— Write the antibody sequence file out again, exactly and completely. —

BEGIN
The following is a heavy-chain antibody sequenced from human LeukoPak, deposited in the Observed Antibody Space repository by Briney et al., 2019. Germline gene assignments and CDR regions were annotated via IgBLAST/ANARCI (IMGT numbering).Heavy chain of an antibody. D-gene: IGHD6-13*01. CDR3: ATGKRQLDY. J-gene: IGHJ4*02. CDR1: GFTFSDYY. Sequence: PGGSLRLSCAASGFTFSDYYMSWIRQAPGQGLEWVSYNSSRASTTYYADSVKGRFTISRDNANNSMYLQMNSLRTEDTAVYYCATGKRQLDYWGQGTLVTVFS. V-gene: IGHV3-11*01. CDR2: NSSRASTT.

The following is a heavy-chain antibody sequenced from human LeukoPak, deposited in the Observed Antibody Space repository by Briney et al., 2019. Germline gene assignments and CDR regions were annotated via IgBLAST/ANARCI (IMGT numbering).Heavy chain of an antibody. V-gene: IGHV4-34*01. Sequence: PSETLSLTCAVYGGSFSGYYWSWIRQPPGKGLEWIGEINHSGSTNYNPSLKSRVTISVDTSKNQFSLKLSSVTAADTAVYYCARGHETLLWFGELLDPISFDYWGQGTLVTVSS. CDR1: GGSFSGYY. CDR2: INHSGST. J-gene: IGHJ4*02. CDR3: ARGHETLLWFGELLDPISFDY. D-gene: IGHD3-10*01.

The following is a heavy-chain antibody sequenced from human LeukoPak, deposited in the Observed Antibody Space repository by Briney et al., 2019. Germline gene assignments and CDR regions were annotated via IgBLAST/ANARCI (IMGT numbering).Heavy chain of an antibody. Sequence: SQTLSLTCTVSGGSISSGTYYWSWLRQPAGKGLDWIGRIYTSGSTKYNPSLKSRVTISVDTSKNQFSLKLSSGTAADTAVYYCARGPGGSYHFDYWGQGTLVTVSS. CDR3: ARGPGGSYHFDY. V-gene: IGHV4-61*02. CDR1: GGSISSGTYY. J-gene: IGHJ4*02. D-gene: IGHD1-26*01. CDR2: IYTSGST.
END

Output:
The following is a heavy-chain antibody sequenced from human LeukoPak, deposited in the Observed Antibody Space repository by Briney et al., 2019. Germline gene assignments and CDR regions were annotated via IgBLAST/ANARCI (IMGT numbering).Heavy chain of an antibody. D-gene: IGHD6-13*01. CDR3: ATGKRQLDY. J-gene: IGHJ4*02. CDR1: GFTFSDYY. Sequence: PGGSLRLSCAASGFTFSDYYMSWIRQAPGQGLEWVSYNSSRASTTYYADSVKGRFTISRDNANNSMYLQMNSLRTEDTAVYYCATGKRQLDYWGQGTLVTVFS. V-gene: IGHV3-11*01. CDR2: NSSRASTT.

The following is a heavy-chain antibody sequenced from human LeukoPak, deposited in the Observed Antibody Space repository by Briney et al., 2019. Germline gene assignments and CDR regions were annotated via IgBLAST/ANARCI (IMGT numbering).Heavy chain of an antibody. V-gene: IGHV4-34*01. Sequence: PSETLSLTCAVYGGSFSGYYWSWIRQPPGKGLEWIGEINHSGSTNYNPSLKSRVTISVDTSKNQFSLKLSSVTAADTAVYYCARGHETLLWFGELLDPISFDYWGQGTLVTVSS. CDR1: GGSFSGYY. CDR2: INHSGST. J-gene: IGHJ4*02. CDR3: ARGHETLLWFGELLDPISFDY. D-gene: IGHD3-10*01.

The following is a heavy-chain antibody sequenced from human LeukoPak, deposited in the Observed Antibody Space repository by Briney et al., 2019. Germline gene assignments and CDR regions were annotated via IgBLAST/ANARCI (IMGT numbering).Heavy chain of an antibody. Sequence: SQTLSLTCTVSGGSISSGTYYWSWLRQPAGKGLDWIGRIYTSGSTKYNPSLKSRVTISVDTSKNQFSLKLSSGTAADTAVYYCARGPGGSYHFDYWGQGTLVTVSS. CDR3: ARGPGGSYHFDY. V-gene: IGHV4-61*02. CDR1: GGSISSGTYY. J-gene: IGHJ4*02. D-gene: IGHD1-26*01. CDR2: IYTSGST.